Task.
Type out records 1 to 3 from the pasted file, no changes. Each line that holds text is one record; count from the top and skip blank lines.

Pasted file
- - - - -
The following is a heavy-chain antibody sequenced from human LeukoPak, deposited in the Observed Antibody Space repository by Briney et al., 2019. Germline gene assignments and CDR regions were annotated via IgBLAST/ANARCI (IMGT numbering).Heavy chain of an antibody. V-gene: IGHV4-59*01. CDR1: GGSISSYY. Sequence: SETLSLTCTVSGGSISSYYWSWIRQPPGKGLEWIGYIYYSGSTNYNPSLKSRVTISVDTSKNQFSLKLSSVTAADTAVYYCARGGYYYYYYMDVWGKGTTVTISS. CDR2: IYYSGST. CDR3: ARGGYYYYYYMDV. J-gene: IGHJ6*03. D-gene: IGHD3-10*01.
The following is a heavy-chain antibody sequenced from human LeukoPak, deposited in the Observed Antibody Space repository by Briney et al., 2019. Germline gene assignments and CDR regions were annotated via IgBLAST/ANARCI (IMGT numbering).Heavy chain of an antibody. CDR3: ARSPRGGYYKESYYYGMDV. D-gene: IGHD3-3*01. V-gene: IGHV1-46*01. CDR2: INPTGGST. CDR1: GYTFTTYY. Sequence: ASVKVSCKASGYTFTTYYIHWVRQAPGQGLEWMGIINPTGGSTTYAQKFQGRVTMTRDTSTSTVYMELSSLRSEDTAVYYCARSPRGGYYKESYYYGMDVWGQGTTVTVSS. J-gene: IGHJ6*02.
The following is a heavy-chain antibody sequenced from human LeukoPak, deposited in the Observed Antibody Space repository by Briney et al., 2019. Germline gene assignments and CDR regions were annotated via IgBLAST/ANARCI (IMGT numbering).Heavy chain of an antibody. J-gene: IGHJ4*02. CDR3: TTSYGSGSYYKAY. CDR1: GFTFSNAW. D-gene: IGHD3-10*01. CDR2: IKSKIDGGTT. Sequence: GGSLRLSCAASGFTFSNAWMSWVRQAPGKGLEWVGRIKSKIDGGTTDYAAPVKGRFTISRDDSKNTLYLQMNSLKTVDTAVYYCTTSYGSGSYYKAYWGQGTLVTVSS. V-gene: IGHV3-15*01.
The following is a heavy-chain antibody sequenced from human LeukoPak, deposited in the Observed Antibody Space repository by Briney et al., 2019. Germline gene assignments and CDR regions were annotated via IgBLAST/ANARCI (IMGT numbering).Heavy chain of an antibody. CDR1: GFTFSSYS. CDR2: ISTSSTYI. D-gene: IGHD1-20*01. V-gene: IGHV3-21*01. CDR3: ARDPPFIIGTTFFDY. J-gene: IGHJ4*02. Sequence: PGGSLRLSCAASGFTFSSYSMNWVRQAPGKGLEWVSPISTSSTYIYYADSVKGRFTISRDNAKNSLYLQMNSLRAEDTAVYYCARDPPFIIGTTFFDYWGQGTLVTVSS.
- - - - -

The following is a heavy-chain antibody sequenced from human LeukoPak, deposited in the Observed Antibody Space repository by Briney et al., 2019. Germline gene assignments and CDR regions were annotated via IgBLAST/ANARCI (IMGT numbering).Heavy chain of an antibody. V-gene: IGHV4-59*01. CDR1: GGSISSYY. Sequence: SETLSLTCTVSGGSISSYYWSWIRQPPGKGLEWIGYIYYSGSTNYNPSLKSRVTISVDTSKNQFSLKLSSVTAADTAVYYCARGGYYYYYYMDVWGKGTTVTISS. CDR2: IYYSGST. CDR3: ARGGYYYYYYMDV. J-gene: IGHJ6*03. D-gene: IGHD3-10*01.
The following is a heavy-chain antibody sequenced from human LeukoPak, deposited in the Observed Antibody Space repository by Briney et al., 2019. Germline gene assignments and CDR regions were annotated via IgBLAST/ANARCI (IMGT numbering).Heavy chain of an antibody. CDR3: ARSPRGGYYKESYYYGMDV. D-gene: IGHD3-3*01. V-gene: IGHV1-46*01. CDR2: INPTGGST. CDR1: GYTFTTYY. Sequence: ASVKVSCKASGYTFTTYYIHWVRQAPGQGLEWMGIINPTGGSTTYAQKFQGRVTMTRDTSTSTVYMELSSLRSEDTAVYYCARSPRGGYYKESYYYGMDVWGQGTTVTVSS. J-gene: IGHJ6*02.
The following is a heavy-chain antibody sequenced from human LeukoPak, deposited in the Observed Antibody Space repository by Briney et al., 2019. Germline gene assignments and CDR regions were annotated via IgBLAST/ANARCI (IMGT numbering).Heavy chain of an antibody. J-gene: IGHJ4*02. CDR3: TTSYGSGSYYKAY. CDR1: GFTFSNAW. D-gene: IGHD3-10*01. CDR2: IKSKIDGGTT. Sequence: GGSLRLSCAASGFTFSNAWMSWVRQAPGKGLEWVGRIKSKIDGGTTDYAAPVKGRFTISRDDSKNTLYLQMNSLKTVDTAVYYCTTSYGSGSYYKAYWGQGTLVTVSS. V-gene: IGHV3-15*01.